Some of the new challenges that come up are brain metastases. That's true, certainly in the HER2‑positive arena because as women with breast cancer, especially HER2‑positive and triple‑negative breast cancer live longer, they are at increased risk for developing brain metastases. Again, we're balancing the toxicity of surgery and radiation with quality of life.

In the past, where we used to give whole brain radiation to most women with brain metastases, now, our treatments tend to be more local with surgery and radiation and stereotactic radiation, because we want to avoid the long-term complications of whole brain radiation as these women have the opportunity to live longer and longer, and we want to maximize their quality of life.

As far as the future, we continue to understand the genetic makeup of cancer and the biology of cancer, which allows us to get new drugs for the treatment of breast cancer. Another area that's important is understanding the patient and their own immune system. That may not be the right term, but their own biologic makeup.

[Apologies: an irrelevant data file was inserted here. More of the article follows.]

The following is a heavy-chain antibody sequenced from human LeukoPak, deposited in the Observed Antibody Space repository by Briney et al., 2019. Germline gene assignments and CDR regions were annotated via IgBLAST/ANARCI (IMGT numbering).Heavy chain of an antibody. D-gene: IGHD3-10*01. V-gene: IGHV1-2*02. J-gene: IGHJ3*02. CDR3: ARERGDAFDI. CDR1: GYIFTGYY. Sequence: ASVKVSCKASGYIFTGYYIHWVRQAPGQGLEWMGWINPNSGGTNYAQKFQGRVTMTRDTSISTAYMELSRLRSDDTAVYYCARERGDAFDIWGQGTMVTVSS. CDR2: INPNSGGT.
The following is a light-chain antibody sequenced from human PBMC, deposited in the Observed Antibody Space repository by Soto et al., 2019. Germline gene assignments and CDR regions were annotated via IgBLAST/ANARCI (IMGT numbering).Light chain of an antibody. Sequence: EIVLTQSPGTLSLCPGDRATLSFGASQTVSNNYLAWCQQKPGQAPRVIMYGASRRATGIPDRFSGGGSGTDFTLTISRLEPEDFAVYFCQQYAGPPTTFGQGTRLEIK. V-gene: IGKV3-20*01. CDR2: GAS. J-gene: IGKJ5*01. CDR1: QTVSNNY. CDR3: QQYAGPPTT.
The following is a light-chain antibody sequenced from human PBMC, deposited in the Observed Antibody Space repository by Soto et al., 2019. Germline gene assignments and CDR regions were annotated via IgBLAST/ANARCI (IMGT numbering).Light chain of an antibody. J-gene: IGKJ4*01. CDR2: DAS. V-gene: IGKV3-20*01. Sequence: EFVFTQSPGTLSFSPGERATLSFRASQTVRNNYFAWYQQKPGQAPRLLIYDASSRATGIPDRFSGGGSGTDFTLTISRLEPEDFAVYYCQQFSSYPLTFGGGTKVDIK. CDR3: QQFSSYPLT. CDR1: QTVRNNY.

Right now, younger women with breast cancer have worse outcomes stage for stage, even when they're treated appropriately. What is about the makeup of a younger patient that makes their cancer behave more aggressively, have more recurrences, and a greater likelihood of dying of breast cancer than the older woman?

The future is understanding the biology of cancer and developing new drugs, understanding the genetic makeup of who's at risk for getting breast cancer, and understanding the inherent makeup of individuals, whether it's by age or by individuals themselves, that may impact the side effects of drugs and how the drugs are handled in that individual patient and how the cancer behaves in that environment.